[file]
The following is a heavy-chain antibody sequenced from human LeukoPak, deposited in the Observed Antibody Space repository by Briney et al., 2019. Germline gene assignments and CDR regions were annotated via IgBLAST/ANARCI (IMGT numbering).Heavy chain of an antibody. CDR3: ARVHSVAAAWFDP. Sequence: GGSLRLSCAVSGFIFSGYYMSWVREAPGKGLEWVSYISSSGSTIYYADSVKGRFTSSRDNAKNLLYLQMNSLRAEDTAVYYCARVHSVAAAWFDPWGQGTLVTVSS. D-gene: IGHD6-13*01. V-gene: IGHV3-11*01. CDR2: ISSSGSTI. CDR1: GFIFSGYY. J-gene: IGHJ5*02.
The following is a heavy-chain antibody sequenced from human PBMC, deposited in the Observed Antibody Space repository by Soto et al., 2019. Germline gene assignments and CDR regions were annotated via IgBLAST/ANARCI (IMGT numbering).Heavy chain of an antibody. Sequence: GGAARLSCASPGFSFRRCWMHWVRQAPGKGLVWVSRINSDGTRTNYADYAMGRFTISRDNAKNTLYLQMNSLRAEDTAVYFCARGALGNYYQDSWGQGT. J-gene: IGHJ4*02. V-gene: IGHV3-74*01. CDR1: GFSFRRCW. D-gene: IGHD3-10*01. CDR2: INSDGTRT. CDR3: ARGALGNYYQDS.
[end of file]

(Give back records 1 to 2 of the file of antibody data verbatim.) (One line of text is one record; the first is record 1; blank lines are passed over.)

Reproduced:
The following is a heavy-chain antibody sequenced from human LeukoPak, deposited in the Observed Antibody Space repository by Briney et al., 2019. Germline gene assignments and CDR regions were annotated via IgBLAST/ANARCI (IMGT numbering).Heavy chain of an antibody. CDR3: ARVHSVAAAWFDP. Sequence: GGSLRLSCAVSGFIFSGYYMSWVREAPGKGLEWVSYISSSGSTIYYADSVKGRFTSSRDNAKNLLYLQMNSLRAEDTAVYYCARVHSVAAAWFDPWGQGTLVTVSS. D-gene: IGHD6-13*01. V-gene: IGHV3-11*01. CDR2: ISSSGSTI. CDR1: GFIFSGYY. J-gene: IGHJ5*02.
The following is a heavy-chain antibody sequenced from human PBMC, deposited in the Observed Antibody Space repository by Soto et al., 2019. Germline gene assignments and CDR regions were annotated via IgBLAST/ANARCI (IMGT numbering).Heavy chain of an antibody. Sequence: GGAARLSCASPGFSFRRCWMHWVRQAPGKGLVWVSRINSDGTRTNYADYAMGRFTISRDNAKNTLYLQMNSLRAEDTAVYFCARGALGNYYQDSWGQGT. J-gene: IGHJ4*02. V-gene: IGHV3-74*01. CDR1: GFSFRRCW. D-gene: IGHD3-10*01. CDR2: INSDGTRT. CDR3: ARGALGNYYQDS.